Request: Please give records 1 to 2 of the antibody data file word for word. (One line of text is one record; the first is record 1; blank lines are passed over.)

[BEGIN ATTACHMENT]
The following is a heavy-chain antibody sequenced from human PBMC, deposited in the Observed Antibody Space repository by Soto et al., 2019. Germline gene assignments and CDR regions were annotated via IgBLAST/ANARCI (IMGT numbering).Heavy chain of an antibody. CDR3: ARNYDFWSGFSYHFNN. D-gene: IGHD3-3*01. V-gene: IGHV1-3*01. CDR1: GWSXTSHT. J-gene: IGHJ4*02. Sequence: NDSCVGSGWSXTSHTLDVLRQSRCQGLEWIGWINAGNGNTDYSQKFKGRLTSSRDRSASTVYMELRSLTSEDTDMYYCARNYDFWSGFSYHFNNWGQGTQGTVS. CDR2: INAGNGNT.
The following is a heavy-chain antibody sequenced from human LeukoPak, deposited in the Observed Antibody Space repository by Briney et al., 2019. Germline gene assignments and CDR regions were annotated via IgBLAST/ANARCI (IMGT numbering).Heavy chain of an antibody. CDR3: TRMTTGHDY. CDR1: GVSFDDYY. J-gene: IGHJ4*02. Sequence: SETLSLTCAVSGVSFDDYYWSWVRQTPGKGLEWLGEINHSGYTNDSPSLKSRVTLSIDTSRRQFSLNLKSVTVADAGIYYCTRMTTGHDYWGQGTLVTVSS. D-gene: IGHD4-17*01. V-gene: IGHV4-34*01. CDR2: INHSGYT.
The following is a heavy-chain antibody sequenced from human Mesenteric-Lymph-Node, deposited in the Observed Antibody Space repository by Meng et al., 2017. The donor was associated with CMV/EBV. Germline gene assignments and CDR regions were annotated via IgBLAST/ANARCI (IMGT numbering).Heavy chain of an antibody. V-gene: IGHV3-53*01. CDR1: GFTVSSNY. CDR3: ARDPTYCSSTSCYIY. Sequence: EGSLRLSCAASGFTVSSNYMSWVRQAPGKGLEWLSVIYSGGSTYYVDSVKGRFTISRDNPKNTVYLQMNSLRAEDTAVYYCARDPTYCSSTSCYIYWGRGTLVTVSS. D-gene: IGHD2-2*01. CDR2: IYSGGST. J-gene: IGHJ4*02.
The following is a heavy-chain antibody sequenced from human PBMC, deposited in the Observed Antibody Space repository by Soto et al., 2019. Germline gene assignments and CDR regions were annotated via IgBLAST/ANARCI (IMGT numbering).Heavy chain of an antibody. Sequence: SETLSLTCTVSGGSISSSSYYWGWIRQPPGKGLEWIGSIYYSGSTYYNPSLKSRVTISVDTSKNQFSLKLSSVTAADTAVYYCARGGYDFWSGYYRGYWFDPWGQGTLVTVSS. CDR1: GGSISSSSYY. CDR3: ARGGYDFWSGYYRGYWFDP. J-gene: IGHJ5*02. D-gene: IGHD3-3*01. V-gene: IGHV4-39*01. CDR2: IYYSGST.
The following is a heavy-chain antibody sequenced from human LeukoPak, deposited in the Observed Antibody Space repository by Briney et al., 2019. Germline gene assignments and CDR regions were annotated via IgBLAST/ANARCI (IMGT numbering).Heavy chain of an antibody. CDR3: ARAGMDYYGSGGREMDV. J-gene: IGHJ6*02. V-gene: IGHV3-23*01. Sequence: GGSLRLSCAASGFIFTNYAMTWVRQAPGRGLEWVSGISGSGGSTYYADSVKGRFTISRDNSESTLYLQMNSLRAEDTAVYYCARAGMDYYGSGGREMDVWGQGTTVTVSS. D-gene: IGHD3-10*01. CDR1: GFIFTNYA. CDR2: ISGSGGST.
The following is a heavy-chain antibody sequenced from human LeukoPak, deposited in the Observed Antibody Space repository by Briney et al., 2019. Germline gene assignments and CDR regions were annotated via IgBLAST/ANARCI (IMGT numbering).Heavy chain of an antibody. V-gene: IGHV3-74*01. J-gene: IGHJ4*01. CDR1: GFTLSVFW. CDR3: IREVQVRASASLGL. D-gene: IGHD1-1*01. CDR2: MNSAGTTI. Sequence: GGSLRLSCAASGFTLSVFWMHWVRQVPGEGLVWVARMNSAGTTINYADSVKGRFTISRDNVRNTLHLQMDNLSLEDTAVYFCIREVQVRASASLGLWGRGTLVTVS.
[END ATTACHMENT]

The following is a heavy-chain antibody sequenced from human PBMC, deposited in the Observed Antibody Space repository by Soto et al., 2019. Germline gene assignments and CDR regions were annotated via IgBLAST/ANARCI (IMGT numbering).Heavy chain of an antibody. CDR3: ARNYDFWSGFSYHFNN. D-gene: IGHD3-3*01. V-gene: IGHV1-3*01. CDR1: GWSXTSHT. J-gene: IGHJ4*02. Sequence: NDSCVGSGWSXTSHTLDVLRQSRCQGLEWIGWINAGNGNTDYSQKFKGRLTSSRDRSASTVYMELRSLTSEDTDMYYCARNYDFWSGFSYHFNNWGQGTQGTVS. CDR2: INAGNGNT.
The following is a heavy-chain antibody sequenced from human LeukoPak, deposited in the Observed Antibody Space repository by Briney et al., 2019. Germline gene assignments and CDR regions were annotated via IgBLAST/ANARCI (IMGT numbering).Heavy chain of an antibody. CDR3: TRMTTGHDY. CDR1: GVSFDDYY. J-gene: IGHJ4*02. Sequence: SETLSLTCAVSGVSFDDYYWSWVRQTPGKGLEWLGEINHSGYTNDSPSLKSRVTLSIDTSRRQFSLNLKSVTVADAGIYYCTRMTTGHDYWGQGTLVTVSS. D-gene: IGHD4-17*01. V-gene: IGHV4-34*01. CDR2: INHSGYT.